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in that locality, I can get as large a margin of profit for my labor and the manure expended, on onions, as on any other crop. I do not raise them very extensively. I had only half an acre this year, on which I raised between three and four hundred bushels of good onions. I do not manure as heavily as some men in the eastern part of the State, where they can go to the cities and get manure; but I have used fertilizers. Last year, upon a quarter of an acre of onions I raised about a hundred and twenty bushels, with nothing but the Stockbridge Fertilizer. I put on two formulas, and I had a hundred and twenty bushels of nice onions, without any manure. I find, in raising cabbages, that I get a larger percentage of large, sound heads, where I use the Stockbridge Fertilizer, than from any other manure.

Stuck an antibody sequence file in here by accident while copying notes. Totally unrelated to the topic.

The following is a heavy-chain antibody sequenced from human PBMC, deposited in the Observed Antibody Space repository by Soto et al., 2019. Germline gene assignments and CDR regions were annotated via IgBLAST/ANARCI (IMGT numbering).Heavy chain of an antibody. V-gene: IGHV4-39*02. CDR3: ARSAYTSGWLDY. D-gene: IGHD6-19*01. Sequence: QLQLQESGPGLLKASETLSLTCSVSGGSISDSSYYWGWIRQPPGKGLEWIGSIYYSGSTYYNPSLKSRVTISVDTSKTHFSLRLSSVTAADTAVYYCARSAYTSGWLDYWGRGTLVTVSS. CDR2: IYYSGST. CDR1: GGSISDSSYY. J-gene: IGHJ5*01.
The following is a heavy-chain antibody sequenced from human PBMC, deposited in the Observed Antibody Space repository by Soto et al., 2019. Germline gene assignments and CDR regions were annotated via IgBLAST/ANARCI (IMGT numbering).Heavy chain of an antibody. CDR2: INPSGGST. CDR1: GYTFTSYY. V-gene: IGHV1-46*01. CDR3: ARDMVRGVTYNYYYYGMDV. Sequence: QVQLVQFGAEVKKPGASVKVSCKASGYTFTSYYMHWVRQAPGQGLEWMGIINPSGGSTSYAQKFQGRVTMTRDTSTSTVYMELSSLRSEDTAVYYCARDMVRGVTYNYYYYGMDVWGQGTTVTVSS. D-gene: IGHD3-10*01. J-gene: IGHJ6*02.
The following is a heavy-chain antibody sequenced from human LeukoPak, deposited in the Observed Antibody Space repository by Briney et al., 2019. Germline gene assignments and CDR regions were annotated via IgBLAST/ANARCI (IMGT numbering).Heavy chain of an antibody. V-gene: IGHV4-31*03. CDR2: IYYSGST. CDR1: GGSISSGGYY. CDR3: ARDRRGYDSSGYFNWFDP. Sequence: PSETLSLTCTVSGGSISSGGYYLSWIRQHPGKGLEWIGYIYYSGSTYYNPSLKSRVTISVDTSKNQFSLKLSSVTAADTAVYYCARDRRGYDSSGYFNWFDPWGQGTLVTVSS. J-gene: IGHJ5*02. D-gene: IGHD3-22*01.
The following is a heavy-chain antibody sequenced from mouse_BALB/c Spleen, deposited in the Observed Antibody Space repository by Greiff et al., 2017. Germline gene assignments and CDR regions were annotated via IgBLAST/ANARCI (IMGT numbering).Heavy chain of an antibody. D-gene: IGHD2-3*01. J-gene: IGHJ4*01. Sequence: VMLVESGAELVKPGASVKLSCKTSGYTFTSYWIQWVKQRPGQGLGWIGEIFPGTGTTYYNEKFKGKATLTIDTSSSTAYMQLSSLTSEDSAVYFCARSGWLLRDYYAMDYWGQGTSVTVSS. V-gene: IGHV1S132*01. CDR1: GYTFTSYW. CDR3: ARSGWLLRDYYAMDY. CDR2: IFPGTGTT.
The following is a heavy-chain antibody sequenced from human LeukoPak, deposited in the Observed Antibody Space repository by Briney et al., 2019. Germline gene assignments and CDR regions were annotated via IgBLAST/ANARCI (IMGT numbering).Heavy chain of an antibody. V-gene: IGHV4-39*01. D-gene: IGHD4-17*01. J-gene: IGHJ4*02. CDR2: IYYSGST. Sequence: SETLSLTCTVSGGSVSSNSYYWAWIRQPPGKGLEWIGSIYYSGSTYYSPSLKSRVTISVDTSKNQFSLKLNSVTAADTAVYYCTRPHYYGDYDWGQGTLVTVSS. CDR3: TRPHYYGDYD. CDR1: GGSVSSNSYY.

I have used the Stockbridge Fertilizer altogether for the past two or three years universally, for all the crops I have raised; and in every case I have found that it comes nearer to what is advertised than any other fertilizer I have bought. As I say, I find, in raising cabbages, that there is a larger per cent of large, sound cabbages where I use the fertilizer with manure than any other fertilizer. I find cabbage, in my section of the country, a very exhausting crop to the soil. It is almost impossible for me, without extremely heavy manuring, to raise a fair crop of any thing after a crop of cabbage. It takes two or three years for the land to recruit, so that I can raise any crop as I could before I planted the cabbage. My soil is Connecticut-river bottom-land, flowed over occasionally, and is good soil, where I can cut enormous crops